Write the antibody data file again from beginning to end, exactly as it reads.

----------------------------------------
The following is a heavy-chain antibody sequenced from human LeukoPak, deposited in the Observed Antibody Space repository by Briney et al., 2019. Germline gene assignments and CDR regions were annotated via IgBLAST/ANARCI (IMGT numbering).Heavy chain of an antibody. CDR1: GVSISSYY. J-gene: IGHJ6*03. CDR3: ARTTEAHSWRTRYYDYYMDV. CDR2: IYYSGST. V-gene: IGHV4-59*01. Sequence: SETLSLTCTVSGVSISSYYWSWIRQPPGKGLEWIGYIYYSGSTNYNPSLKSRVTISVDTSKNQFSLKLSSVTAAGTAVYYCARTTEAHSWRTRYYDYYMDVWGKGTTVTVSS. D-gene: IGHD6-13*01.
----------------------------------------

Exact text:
The following is a heavy-chain antibody sequenced from human LeukoPak, deposited in the Observed Antibody Space repository by Briney et al., 2019. Germline gene assignments and CDR regions were annotated via IgBLAST/ANARCI (IMGT numbering).Heavy chain of an antibody. CDR1: GVSISSYY. J-gene: IGHJ6*03. CDR3: ARTTEAHSWRTRYYDYYMDV. CDR2: IYYSGST. V-gene: IGHV4-59*01. Sequence: SETLSLTCTVSGVSISSYYWSWIRQPPGKGLEWIGYIYYSGSTNYNPSLKSRVTISVDTSKNQFSLKLSSVTAAGTAVYYCARTTEAHSWRTRYYDYYMDVWGKGTTVTVSS. D-gene: IGHD6-13*01.